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Daily Brief Geostrategic thinking

Knowing and acting in mutual dialogue

The great competition between the US and China must progressively turn into ‘cooperative competition’.

We share the analysis of Basil C. Bitas for East Asia Forum (Disparate perceptions muddy US–China relations). Here are some passages from the reflection: What is needed is a ratcheting down of tensions, beginning with a resolution of the situation in Ukraine that unpacks the direct or proxy involvement of Russia, the United States and China to create a broader diplomatic space for Sino–US dialogue. Regional players, such as ASEAN, which remains committed to its ‘centrality’ despite growing internal divergencies, and the East Asia Summit, can play an important role in facilitating this process. But the key is to recognise that while conflicts are intertwined in their global effects, they are not identical in their internal dynamics. Developing suitable diplomatic approaches begins with understanding each side’s core interests and tolerance levels free from self-serving and often erroneous perceptions of the other. Ukraine and Taiwan highlight the challenge of managing disparate perceptions, the importance of avoiding miscalculations and counterproductive policy and the necessity of creating a relationship based on realistic, reciprocal expectations founded on the mutual recognition of core interests.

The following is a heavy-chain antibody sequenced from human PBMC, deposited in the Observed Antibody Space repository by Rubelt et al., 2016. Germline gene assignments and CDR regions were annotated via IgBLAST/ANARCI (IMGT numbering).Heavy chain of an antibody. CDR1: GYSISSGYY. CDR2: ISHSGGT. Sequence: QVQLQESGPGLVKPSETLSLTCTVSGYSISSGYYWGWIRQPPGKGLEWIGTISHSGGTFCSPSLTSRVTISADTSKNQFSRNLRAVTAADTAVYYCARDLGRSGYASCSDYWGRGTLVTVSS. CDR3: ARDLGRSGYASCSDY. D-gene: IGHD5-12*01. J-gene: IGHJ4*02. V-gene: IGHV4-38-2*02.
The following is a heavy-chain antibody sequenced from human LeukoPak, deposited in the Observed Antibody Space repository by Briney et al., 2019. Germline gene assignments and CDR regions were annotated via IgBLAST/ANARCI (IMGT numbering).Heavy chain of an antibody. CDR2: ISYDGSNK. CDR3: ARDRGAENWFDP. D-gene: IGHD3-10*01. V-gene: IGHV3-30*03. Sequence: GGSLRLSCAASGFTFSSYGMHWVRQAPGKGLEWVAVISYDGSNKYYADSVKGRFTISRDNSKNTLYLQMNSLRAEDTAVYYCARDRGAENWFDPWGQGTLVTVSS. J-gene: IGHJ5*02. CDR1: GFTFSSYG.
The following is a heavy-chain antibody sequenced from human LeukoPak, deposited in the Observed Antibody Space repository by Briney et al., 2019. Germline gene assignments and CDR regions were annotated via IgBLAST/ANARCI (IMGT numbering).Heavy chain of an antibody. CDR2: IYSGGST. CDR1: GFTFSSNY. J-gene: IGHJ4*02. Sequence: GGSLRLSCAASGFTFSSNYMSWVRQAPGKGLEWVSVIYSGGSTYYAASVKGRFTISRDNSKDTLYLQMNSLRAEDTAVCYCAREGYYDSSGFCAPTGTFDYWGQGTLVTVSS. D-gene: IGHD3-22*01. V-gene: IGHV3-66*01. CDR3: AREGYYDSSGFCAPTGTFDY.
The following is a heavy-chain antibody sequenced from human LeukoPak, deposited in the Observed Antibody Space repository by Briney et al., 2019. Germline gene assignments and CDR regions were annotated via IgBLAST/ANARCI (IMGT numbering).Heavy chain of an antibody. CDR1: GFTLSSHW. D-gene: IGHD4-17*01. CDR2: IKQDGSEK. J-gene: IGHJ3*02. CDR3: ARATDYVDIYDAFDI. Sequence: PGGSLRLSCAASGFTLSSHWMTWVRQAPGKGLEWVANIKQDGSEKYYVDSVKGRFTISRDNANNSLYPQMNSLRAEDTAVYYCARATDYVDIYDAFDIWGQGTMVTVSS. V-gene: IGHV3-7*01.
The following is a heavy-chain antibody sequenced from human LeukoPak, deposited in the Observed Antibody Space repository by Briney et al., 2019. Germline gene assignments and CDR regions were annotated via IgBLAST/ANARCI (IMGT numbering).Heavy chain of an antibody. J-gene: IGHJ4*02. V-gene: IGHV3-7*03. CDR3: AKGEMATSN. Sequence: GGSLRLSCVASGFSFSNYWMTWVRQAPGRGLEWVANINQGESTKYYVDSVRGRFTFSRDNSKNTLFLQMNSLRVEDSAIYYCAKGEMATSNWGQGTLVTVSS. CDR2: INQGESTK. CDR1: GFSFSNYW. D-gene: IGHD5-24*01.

Every conflict has its own reality and arises within reasons that must be known and understood in depth. Likewise, there is a need for mutual recognition and consideration of each other’s interests.

We must strive for the ‘political-strategic sustainability’ of the world. We can no longer afford muscular ‘cold war’ style confrontations. We need to introduce words and acts of mediation and dialogue, effective compensation chambers, and the formation of ruling classes capable of understanding the complexities of the worlds and of working to rethink ‘strategic thinking’ at a decisive crossroads in history.

We are not among those who think in apocalyptic terms, but we are very concerned about the absence of politics and the choice of linearity: in all this, international relations resemble an arena. It is everyone’s responsibility to help change the way.